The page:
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Great Trail a "work in progress"

A skier is seen using the Bealach Brèagha section of The Great Trail in Lake Ainslie. The grand opening of the section of the Inverness County trail will take place at 11:30 a.m. on Saturday.
A segment of the Great Trail.

The Great Trail remains an ongoing project for local communities and volunteers in Pictou County as they chip in to build a Canadian national treasure.

Forming a network of paths and waterways stretching from coast to coast and up to the Arctic, the Great Trail runs across the Pictou County, taking in Pictou, Trenton, New Glasgow, Stellarton and Westville before turning east towards Cape Breton.

“It is connected but not completed. It will continue to be a work in progress because a trail such as that will always be an ongoing project,” said Sally O’Neill from Active Pictou County.

Unlike other provinces, building the trail in Nova Scotia was led by local communities and volunteers, with support from both the federal government and private donors.

O’Neill said there were already sections of The Great Trail built in several communities, and had to be linked up as a single route.

At the same time, Active Pictou County wanted to make sure that each part of the region was connected to what has become an iconic Canadian trail, bringing hikers into all main towns and as many rural communities as possible.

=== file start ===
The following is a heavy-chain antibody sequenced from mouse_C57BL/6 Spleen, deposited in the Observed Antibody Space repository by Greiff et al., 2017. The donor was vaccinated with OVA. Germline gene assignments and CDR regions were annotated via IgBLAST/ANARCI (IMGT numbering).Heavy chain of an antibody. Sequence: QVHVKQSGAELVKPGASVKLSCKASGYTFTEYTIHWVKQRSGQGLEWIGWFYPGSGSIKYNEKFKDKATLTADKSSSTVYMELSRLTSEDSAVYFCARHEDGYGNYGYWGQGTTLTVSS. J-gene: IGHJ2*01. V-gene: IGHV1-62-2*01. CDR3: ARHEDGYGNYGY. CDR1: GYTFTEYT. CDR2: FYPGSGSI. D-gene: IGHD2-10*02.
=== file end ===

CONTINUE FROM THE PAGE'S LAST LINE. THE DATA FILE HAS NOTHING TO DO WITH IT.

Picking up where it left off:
“Each municipality has something special to share, and it is exciting that we can link those assets together for a regional experience that is specific to Pictou County,” said O’Neill in a follow-up email.

The main trail connects to other local pathways in both Nova Scotia and elsewhere, but on the local level, the communities it passes through participate in maintaining it.

In towns like New Glasgow, municipal staff keep it up to standard. On Pictou County land, local community groups manage their own sections of The Great Trail.

“There’s a great deal of volunteers and the trail is a model of positive volunteer work,” said O’Neill.

She was also pleased that people in towns had easy access to the trail and places of natural beauty.

While Nova Scotia and Atlantic Canada have great potential for outdoor recreation and hiking, the region lagged behind other parts of Canada such as Alberta and British Columbia. There, attractions like the Rocky Mountains and Pacific Coast are a huge draw for tourists, who come in the millions.

“I think that having access to nature feels like something that is very Canadian and it is culturally important for us,” said O’Neill.

The Great Trail in Nova Scotia will be discussed by the province at its Jan. 18 standing committee meeting in Halifax.






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